MEXICO CITY — Hurricane Bud weakened rapidly off Mexico's Pacific coast Tuesday as forecasters said they expected cooler waters to rob the storm of most of its punch before it reached the resorts at the southern end of the Baja California Peninsula later in the week.
The U.S. National Hurricane Center said Bud was a Category 3 storm with maximum sustained winds of 115 mph (185 kph) and was centered about 310 miles (495 kilometers) south-southeast of Cabo San Lucas at the peninsula's southern tip.
Earlier it had just barely crossed the threshold of wind strength to be classified a Category 4 storm.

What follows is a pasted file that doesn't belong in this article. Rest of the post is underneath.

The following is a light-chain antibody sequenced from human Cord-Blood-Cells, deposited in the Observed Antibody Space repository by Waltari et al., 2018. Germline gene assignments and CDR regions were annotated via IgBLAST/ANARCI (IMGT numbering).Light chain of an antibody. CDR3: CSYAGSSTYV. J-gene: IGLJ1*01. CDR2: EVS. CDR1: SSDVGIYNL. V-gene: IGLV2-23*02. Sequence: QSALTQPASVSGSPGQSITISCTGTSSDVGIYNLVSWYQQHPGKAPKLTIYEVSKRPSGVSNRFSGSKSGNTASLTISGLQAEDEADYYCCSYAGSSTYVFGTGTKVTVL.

Bud was moving northwest at about 3 mph (6 kph) and was forecast to approach Baja California Sur on Thursday as a tropical storm.
"Further weakening, possibly rapid at times, is expected during the next 48 hours, and Bud is forecast to weaken below hurricane intensity by Wednesday night," the center said.
The center said the hurricane still could generate dangerous surf and rip currents over the coming days, with heavy swells reaching the peninsula later Tuesday.
Rainfall of 3 to 6 inches (75 to 150 millimeters), with isolated patches of 10 inches (250 millimeters), was possible over much of the region. The Civil Defense agency for the state of Michoacan reported minor damage to some coastal dwellings.
The twin resort cities of Cabo San Lucas and San Jose del Cabo are popular destinations for international and domestic travelers, receiving millions of tourists annually.